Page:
The Last Wooden British Warship; HMS Calypso/Briton
Embree, Near Lewisporte
In September 1902 Commander Fredrick M. Walker of the Newfoundland Royal Naval Reserve commissioned the ship, HMS Calypso to be used as a drill and depot ship in Devonport. The ship would be used to train and instruct the reservist in naval warfare techniques and procedures which would allow Newfoundland to participate in the defense of the British Empire as many other British Colonies were doing at the time. It arrived in St. John's on October 15.
The Calypso was a third class barque cruiser with a displacement of 2770 tons, length of 71.6 metres, and a beam of 13.6 metres. It was built at the HM Dockyard in Catham and launched on June 7, 1883. Six boilers on board gave the ship 4023 horsepower plus a full set of studding sails meant the ship could achieve 14 knots (Evening Telegram 1902-09-15). The ship contained a wide range of guns including twelve 5 inch guns that would later be transferred to Signal Hill and used in the protection of the Narrows. Although some sources seem to disagree it is believed that the ship was made of iron and wood. As mentioned above, the Calypso contained a full set of sails which meant it could travel long distances without the need of refueling with coal. The Calypso and its "sister ship" Calliope were the last British sailing corvettes in the British Navy.
Once in St. John's the Calypso was permanently docked on the Western side of the harbour as it was considered to be no longer seaworthy. At this time the ships mass, boilers, and stacks were removed and scrapped. In February 1916 it was renamed the HMS Briton to free the name Calypso for a new ship being built. The newly named Briton continued training men until the end of the World War I.
HMS Calypso tied to a dock in St. John's. You can see the barracks "building" built on top of the ship for members of the Naval Reserve.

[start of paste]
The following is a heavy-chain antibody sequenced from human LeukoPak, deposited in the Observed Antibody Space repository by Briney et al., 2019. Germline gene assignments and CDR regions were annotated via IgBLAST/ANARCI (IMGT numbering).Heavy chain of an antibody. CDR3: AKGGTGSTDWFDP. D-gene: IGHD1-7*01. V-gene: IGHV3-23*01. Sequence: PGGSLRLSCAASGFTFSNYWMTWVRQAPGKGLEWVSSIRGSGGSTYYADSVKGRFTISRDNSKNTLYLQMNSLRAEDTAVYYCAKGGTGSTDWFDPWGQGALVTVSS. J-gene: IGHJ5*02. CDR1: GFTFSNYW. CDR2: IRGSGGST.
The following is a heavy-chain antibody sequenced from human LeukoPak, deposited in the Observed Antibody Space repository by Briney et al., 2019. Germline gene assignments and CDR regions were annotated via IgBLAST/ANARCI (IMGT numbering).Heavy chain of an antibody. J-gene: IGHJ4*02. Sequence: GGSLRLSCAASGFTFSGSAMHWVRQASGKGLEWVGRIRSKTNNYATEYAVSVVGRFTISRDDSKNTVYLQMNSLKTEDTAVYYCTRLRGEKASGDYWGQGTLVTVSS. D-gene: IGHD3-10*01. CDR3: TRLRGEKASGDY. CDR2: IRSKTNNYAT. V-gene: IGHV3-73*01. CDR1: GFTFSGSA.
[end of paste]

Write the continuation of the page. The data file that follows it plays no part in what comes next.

Photo credit: Maritime History Archive " PF-345.004"
The HMS Briton grounded in its current location.
Photo credit: Maritime History Archive "PF-001.1-M01a"
After the war, the ship was no longer needed and the cost to keep it moored to the dock became too high. In 1919 the Royal Naval Reserve in Newfoundland disbanded and the ships naval service was at its end.
The Newfoundland Government sold the HMS Briton in 1922 to A.H. Murray Ltd. to be used as a coal and salt storage hulk for the city of St. John's. In 1952 the ship once again ran out of use and was towed to the town of Lewisporte. The Briton remained here for many years while its owners could decide what to do with it. Many recognized its years of service and wanted to see the ship preserved. But sadly this never went anywhere and it was getting more and more expensive to keep it afloat.
In 1968 the ship was towed to a small cove in the town of Embree north of Lewisporte and set on fire until it sank. Over 50 years later the rusty remains can still be seen.
Today the ship lies partially above the waterline, 50 metres from shore. A new wharf has recently been built next to it which allows visitors to get close to its hull. One of the first things you will notice is that the Briton is not alone. The rusted shell to what many believe is an old fishing trawler lies on its south side.
Not all is lost, however. During its years of service, many pieces and components were removed and placed in museums. Just before the ship was towed to Lewisporte many of its naval components, guns, and equipment were removed. Located in the Lobby of the HMCS Cabot on the Southside of St. John's Harbour are several artifacts of the Calypso. One such artifact is one of the ships original guns. The Gun was a quick-firing 3 pound Hotchkiss Gun and was used for gunnery practice by the Newfoundland Royal Reserve.
After the ship was towed to Lewisporte and its usefulness ran out, most of the remaining removable equipment was either scrapped, donated or placed in local museums. The anchor of the ship can be seen in front of a local motel and the ships last remaining gun was given to the Grand-Falls Royal Canadian Legion (More Fighting Newfoundlander's).
The Legacy of the HMS Calypso/Briton
✘ - In memory and recognition of the HMS Calypso's help in training and building stronger soldiers, the Calypso Foundation of Lewisporte was formed to help disabled individuals become more productive workers and independent.
✘ - For an entire list of Reservist who trained on the Calypso visit the Admiralty's House Website.
✘ - The HMS Calypso possessed two large searchlights powered by the ships steam engines. At the time this was a new and very impressive technology.
Sources & Further Exploring
Decks Awash (1986). History: Lewisporte. Decks Awash, Vol. 15, No. 3, May-June 1986. Retrieved from the Centre for Newfoundland Studies.
Evening Telegram (1902, September 16). H.M.S. Calypso: The Training Ship for St. John’s. Evening Telegram. Retrieved from the Centre for Newfoundland Studies
Evening Telegram (1901, July 8). Newfoundland’s Naval Reserve. Evening Telegram. Accessed through the Centre for Newfoundland Studies
Nicholson, G.W.L., & Facey-Crowther, D.R. (2014). The Fighting Newfoundlander. Montreal, QC: McGill-Queen's University Press.
Find out more about the Calypso by visiting the Admiralty House Museum and Archives located at 365 Old Placentia Road in Mount Pearl.